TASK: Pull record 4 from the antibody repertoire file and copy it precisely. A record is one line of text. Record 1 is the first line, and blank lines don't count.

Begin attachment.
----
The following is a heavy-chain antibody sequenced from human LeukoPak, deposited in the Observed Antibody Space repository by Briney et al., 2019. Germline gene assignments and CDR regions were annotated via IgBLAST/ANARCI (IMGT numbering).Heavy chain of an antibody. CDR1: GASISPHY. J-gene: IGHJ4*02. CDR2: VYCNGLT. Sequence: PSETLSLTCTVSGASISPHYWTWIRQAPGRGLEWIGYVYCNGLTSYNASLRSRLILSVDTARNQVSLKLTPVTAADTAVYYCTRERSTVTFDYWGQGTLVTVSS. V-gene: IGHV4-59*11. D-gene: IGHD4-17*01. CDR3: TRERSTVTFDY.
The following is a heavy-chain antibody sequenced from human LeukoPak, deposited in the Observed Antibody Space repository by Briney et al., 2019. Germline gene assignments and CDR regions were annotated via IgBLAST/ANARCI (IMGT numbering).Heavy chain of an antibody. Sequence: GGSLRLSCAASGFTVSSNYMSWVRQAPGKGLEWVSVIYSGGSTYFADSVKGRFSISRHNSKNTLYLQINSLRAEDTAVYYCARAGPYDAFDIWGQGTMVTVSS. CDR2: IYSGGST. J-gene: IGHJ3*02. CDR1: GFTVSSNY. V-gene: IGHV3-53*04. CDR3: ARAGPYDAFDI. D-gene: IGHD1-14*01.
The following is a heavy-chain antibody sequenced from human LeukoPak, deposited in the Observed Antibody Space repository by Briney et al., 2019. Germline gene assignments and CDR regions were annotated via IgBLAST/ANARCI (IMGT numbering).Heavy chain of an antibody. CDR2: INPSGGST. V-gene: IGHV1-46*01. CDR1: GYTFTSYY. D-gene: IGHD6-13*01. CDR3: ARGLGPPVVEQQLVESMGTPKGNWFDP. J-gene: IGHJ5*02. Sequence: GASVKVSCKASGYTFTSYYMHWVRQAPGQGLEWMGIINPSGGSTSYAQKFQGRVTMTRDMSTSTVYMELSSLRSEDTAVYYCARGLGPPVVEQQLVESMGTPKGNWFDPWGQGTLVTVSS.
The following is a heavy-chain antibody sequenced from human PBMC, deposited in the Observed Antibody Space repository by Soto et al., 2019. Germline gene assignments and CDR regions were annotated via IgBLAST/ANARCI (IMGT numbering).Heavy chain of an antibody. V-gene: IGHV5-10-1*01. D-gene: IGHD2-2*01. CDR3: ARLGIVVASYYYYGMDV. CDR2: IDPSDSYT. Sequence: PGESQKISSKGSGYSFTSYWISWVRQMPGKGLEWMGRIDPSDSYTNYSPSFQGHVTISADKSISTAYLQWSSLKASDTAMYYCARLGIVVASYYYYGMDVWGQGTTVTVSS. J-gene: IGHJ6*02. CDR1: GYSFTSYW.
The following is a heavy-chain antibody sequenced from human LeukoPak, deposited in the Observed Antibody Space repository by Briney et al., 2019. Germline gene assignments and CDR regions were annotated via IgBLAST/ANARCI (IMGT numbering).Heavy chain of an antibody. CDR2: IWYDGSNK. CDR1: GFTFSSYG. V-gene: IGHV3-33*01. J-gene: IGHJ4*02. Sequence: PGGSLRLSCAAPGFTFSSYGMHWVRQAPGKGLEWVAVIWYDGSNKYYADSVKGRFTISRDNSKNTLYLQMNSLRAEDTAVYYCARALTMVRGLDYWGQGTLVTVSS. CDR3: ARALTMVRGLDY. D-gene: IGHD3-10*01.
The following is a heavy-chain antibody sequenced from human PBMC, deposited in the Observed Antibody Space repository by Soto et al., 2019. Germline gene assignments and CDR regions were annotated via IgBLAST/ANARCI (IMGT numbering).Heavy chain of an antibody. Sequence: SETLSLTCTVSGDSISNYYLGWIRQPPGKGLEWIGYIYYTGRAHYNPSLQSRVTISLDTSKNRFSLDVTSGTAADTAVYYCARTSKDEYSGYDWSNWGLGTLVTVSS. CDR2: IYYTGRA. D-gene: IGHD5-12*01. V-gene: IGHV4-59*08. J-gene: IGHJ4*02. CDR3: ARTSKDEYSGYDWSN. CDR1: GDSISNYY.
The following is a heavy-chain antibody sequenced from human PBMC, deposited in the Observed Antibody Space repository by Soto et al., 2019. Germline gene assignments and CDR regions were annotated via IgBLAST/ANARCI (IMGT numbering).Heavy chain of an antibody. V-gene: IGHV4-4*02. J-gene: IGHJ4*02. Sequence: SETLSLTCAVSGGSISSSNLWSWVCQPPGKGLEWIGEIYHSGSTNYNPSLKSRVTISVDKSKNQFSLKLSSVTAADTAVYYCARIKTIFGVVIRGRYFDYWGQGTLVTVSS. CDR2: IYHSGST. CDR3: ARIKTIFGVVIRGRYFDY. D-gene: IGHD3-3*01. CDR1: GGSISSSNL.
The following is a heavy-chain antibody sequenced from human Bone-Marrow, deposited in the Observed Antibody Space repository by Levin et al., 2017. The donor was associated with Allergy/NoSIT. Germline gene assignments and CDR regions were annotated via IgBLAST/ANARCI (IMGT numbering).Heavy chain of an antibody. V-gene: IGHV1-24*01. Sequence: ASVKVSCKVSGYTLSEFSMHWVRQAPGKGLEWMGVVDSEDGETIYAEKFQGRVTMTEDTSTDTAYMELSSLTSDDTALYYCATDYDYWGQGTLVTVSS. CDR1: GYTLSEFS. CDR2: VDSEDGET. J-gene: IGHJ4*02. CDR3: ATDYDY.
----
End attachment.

The following is a heavy-chain antibody sequenced from human PBMC, deposited in the Observed Antibody Space repository by Soto et al., 2019. Germline gene assignments and CDR regions were annotated via IgBLAST/ANARCI (IMGT numbering).Heavy chain of an antibody. V-gene: IGHV5-10-1*01. D-gene: IGHD2-2*01. CDR3: ARLGIVVASYYYYGMDV. CDR2: IDPSDSYT. Sequence: PGESQKISSKGSGYSFTSYWISWVRQMPGKGLEWMGRIDPSDSYTNYSPSFQGHVTISADKSISTAYLQWSSLKASDTAMYYCARLGIVVASYYYYGMDVWGQGTTVTVSS. J-gene: IGHJ6*02. CDR1: GYSFTSYW.